China's anti-corruption campaign: The greatest hits

Which nations are the most corrupt?
Which nations are the most corrupt?

Huge stacks of cash, boxes of jewels and a pure gold statue of Chairman Mao: These are just a few of the items confiscated from Chinese officials during an anti-corruption drive now in its third year.

Hundreds of thousands of Communist Party officials, including major party bosses as well as local functionaries, have been caught up in the crackdown. Experts cite various motivations for President Xi Jinping's campaign: an attempt to purify the party, consolidate power or boost public confidence in the leadership.

Many specifics of the operation remain obscure, but a few outrageous details have spilled into public view. When officials are charged by investigators, a rundown of their secret fortunes is occasionally reported by state media.

Some are breathtaking in their scope. Here are a few of the choicest examples:

Wei Pengyuan

The investigation into senior energy official Wei Pengyuan took a dramatic turn in May 2014, when prosecutors said they had found more than 200 million yuan ($32 million) in corrupt payments stashed in his home.

It took a while to determine the extent of the coal official's wrongdoing -- authorities used 16 counting machines to add up all the loot, four of which broke under the strain, according to multiple state media outlets.

Wei's cash hoarding habits may resemble those of Scrooge McDuck, but they reflect a big problem facing corrupt officials with millions to hide: The largest note China produces is worth just 100 yuan ($16).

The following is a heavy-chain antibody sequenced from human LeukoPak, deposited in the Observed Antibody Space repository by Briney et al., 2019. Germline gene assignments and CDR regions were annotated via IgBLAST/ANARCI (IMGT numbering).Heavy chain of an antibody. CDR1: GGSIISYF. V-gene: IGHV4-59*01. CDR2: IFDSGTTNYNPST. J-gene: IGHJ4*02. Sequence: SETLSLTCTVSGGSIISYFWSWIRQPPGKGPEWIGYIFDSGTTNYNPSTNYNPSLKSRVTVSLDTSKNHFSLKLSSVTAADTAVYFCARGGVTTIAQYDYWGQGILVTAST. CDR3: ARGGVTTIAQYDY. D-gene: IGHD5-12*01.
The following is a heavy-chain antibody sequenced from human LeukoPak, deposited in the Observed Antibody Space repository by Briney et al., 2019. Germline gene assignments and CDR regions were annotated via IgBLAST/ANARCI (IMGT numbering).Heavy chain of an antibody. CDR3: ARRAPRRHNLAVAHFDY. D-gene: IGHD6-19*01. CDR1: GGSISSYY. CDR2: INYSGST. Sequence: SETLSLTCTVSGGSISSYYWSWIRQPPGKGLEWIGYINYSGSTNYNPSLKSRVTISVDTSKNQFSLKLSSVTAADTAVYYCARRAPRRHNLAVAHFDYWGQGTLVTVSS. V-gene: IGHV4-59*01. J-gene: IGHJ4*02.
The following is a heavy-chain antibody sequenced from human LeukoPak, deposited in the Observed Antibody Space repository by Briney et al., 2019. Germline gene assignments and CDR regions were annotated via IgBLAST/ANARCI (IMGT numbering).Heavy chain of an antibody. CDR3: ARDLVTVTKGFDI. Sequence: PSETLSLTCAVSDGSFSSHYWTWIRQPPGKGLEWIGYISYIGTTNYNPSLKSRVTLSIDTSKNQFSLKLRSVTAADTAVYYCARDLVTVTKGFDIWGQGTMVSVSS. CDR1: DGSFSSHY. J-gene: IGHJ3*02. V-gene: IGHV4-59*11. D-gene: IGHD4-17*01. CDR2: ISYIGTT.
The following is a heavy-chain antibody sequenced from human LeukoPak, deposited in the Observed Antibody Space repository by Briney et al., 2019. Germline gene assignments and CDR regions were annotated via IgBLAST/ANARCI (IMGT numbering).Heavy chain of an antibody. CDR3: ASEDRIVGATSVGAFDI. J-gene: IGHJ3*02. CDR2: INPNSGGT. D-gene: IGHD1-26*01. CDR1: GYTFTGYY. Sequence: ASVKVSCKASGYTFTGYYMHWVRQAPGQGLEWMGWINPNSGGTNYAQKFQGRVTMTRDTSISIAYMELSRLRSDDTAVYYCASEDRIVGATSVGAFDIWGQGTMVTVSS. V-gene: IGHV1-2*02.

The probe of Wei's activities wrapped up in January, and his case has been referred to prosecutors in Hebei province.

General Xu Caihou

One of the highest ranking military officers to be rolled up in the anti-corruption offensive also had a big hoarding problem. Xu Caihou was caught with more than a tonne of cash in his home.

But that's not all: Xu also had a hidden stash of precious gems, according to media reports. In all, the general had so much cash that it took a week to count, and 12 trucks to haul it away, according to local media.

Soldiers would pay Xu bribes in exchange for promotion. Xu stashed the money in a box marked with the soldier's name. Local media said the boxes contained millions of yuan, and many had not been opened.

Xu died of bladder cancer in March.

Ma Chaoqun

Ma Chaoqun was a relatively low ranking government official, having risen to become manager of a district water supply company in Hebei Province.

But Ma didn't let that slow him down. When he was busted, investigators found 120 million yuan ($19.4 million), bars of gold and ownership documents for 68 homes, according to multiple state media outlets.

"Ma dares to take money from everyone and from everywhere," state media reported. "No money, no water."

Lieutenant General Gu Junshan

Authorities only found four truckloads worth of loot when they raided one of Gu Junshan's homes in January 2013.

But the logistics officer had a flair for the dramatic. Authorities confiscated 20 crates of expensive liquor, and a number of gold items, including a boat, wash basin and Mao Zedong statute, according to Caixin, a respected Chinese publication.

Gu was charged last year with embezzlement, bribery, misuse of state funds and abuse of power.

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